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by Thomas M. Sipos, managing editor  [January 5, 2017]






[]  In a genre crowded with copycats, Big Biting Pig Productions has earned a reputation for innovative horror films. BBP's creative duo, Steven Hudgins and PJ Woodside, like to take familiar subgenres -- zombies, vampires, ghosts -- and present them with an unexpected twist. Or more often, with several unexpected twists.

It Lives in the Attic continues this tradition. The film's title and opening shots suggest a haunted house tale. But soon we're into the story of Andy (Michael Coon), a young camper who confronts a deranged chainsaw- wielding redneck. It's an old conceit. Even so, writer/ director Hudgins provides a twist ending that is a jolting surprise.

It shouldn't have been a surprise. His twist has been done before. Often. But so clever was his execution that I didn't see the twist coming. The story plays out like a magic trick, with Hudgins drawing our attention to certain incidents and characters over here, so we don't see him setting up the trick over there.

In addition to that twist, there's a second surprise -- in that it's not the end. It felt like the end. So much so that I thought, "Oh, I see. It Lives in the Attic is a horror anthology film. This was a short story that just ended. Now it's on to another short story."

But no, it wasn't a short story. Although we now shift to another set of characters and events, we'll come back to Andy. As in some of their previous films, Hudgins and co-producer Woodside tell this story in nonlinear fashion. We won't see how Andy fits in with the rest of the pieces -- or the attic -- until the film's end.




"The idea of a haunted house story being told in a completely different style was intriguing to me," said Hudgins to the Hollywood Investigator. "Rather than the old 'entity terrorizing people' thing, I thought it would be interesting to see how a presence affected people more subtly in their outside lives. I have a hundred different story ideas floating around in my mind at any given time. I can see something -- a house, building, piece of furniture, someone or something doing something unusual -- or just hear a sound that I get a quick idea from. Sometimes story ideas just pop into my head. I started thinking of some of those filed-away ideas. It Lives in the Attic was what I came up with."




The film's main characters are Andy, his wife Ellie (Jessica Leonard), and Barney (Steve Hudgins), a research chemist. Three seemingly normal people with repressed urges. When they unwittingly go to an Open House for a haunted house, what lives in the attic unleashes their repressed inhibitions. After which they are compelled to indulge in their sublimated fantasies and dark desires -- while also taking us, the audience, on a convoluted, yet entertaining, rollercoaster ride full of unexpected twists and shocking surprises.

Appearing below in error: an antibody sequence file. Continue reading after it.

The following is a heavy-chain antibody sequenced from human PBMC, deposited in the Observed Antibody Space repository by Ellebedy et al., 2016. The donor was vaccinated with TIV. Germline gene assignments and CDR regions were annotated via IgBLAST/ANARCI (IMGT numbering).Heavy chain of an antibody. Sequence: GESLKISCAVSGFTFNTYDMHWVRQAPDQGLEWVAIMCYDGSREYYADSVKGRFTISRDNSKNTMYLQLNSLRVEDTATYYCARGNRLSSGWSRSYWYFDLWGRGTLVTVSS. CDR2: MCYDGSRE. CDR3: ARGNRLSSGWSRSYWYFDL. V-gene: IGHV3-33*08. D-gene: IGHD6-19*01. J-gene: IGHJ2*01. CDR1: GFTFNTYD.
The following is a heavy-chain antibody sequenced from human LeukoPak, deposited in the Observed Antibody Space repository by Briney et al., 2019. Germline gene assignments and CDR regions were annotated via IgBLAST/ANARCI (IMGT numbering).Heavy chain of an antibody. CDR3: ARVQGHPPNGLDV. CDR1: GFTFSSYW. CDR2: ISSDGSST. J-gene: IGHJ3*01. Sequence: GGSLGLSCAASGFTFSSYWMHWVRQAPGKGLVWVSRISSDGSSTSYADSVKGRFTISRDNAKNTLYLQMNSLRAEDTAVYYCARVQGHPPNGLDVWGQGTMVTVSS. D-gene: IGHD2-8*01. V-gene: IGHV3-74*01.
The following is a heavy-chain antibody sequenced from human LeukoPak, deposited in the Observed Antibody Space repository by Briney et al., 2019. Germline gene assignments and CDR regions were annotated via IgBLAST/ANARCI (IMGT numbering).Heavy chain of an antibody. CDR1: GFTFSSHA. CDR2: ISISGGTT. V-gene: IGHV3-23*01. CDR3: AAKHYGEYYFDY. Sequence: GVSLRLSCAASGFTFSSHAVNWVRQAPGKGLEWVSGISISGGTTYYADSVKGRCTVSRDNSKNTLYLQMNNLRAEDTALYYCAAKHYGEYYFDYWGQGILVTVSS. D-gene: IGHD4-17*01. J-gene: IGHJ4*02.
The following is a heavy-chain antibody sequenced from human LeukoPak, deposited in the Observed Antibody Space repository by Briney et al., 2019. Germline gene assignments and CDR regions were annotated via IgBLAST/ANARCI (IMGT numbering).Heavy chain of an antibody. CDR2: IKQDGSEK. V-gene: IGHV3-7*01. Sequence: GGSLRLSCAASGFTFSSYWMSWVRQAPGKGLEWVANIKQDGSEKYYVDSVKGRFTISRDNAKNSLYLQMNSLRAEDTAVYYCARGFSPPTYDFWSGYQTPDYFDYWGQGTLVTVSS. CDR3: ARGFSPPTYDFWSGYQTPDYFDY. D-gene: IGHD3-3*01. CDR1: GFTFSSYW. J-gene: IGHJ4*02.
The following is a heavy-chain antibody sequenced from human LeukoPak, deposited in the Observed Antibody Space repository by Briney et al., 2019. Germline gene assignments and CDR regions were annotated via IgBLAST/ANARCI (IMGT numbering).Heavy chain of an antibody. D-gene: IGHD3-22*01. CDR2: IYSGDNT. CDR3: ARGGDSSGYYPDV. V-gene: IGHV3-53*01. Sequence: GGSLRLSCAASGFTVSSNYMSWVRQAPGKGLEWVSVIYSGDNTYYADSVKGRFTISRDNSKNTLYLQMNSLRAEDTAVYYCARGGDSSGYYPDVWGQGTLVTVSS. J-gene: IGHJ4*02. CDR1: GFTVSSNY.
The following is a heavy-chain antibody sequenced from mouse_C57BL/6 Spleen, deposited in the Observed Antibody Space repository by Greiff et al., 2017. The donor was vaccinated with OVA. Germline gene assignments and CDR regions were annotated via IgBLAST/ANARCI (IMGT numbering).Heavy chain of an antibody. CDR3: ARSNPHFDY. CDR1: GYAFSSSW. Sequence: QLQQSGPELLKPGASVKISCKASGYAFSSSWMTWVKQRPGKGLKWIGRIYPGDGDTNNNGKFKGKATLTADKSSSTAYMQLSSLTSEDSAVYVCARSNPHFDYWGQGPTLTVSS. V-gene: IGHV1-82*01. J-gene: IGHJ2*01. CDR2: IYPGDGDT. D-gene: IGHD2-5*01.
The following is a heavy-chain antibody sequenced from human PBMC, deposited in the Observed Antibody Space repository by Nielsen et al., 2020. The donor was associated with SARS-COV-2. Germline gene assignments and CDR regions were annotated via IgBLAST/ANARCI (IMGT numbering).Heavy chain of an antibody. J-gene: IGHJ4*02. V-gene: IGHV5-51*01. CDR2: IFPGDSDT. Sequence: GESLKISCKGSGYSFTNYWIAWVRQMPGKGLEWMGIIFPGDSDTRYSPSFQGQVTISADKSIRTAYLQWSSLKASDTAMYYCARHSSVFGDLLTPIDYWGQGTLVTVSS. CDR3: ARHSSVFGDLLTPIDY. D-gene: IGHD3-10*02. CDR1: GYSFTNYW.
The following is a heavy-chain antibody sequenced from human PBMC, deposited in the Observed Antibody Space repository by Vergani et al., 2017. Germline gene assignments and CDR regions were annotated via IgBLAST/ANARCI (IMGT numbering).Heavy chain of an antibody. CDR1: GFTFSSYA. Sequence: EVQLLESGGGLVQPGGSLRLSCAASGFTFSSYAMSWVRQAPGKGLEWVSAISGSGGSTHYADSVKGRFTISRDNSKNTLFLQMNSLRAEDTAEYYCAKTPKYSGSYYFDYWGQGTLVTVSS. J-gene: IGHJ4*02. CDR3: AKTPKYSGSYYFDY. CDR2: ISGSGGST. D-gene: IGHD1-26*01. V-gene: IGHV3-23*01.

A trained stage actor, Hudgins has performed in every Big Biting Pig production, always turning in professional work. But he excels in the role of Barney. Although I'd seen Hudgins act in previous films, I didn't immediately recognize him as Barney, so much so did Hudgins subsume himself into the creepy character. Certainly, Barney is among Hudgins's best film performances.

"Back when I did a lot of theater, I played an extremely wide variety of characters," said Hudgins. "In movies, I tend to play dark and/or angry characters. Once I had the script written, I looked at Barney and thought it was a role I could do some justice to. And it was a bonus to be able to play something different from a lot of the other types of roles I've been playing recently. It was a fun part."

Despite their micro-budgets, Big Biting Pig's horror films are often more entertaining -- and more innovative -- than many bigger-budgeted Hollywood horror fare. "We don't really have a budget," said Hudgins. "We try to make a movie for as little as possible. If you don't take equipment into consideration -- camera, lighting, sound, editing software, which we already own -- we were able to make It Lives in the Attic for less than $1,000."



As with most micro-budget films, volunteer labor saves money. "Due to a minimal budget, what we offer those involved with the project is the experience and joy of working on a feature film that will hopefully be available for viewing from multiple locations across the globe. We are very clear about this from the get go.

"I liken it to community theater. People get involved for the experience and love of being part of the show. But unlike community theater, with film there isn't near as much of a time commitment. When someone signs on for community theater, they're looking at a schedule of several days a week, for six to eight weeks in a row. Most of the people in our movies are involved for one to five days total. The flexibility, and lack of a long time commitment, makes the involvement much easier in our films than most any community theater production."



Some Big Biting Pig films have enjoyed local theatrical releases. All are available on DVD or digital streaming. "We have a distributor for streaming that's been doing a great job," said Hudgins. "Our last six movies, not including It Lives in the Attic, are all available for free on Amazon Prime in the USA, UK, Germany, and Japan. Several films are available on Youtube Red Channel, which is free to watch, but of a lower quality than on Amazon. All of those movies are available on Google Play and some other outlets.

"Soon all of our movies will be available worldwide on the Indie Rights Movie Channel, which was recently launched on Roku. Slowly but surely our movies are becoming more easy and convenient for people to find and watch."


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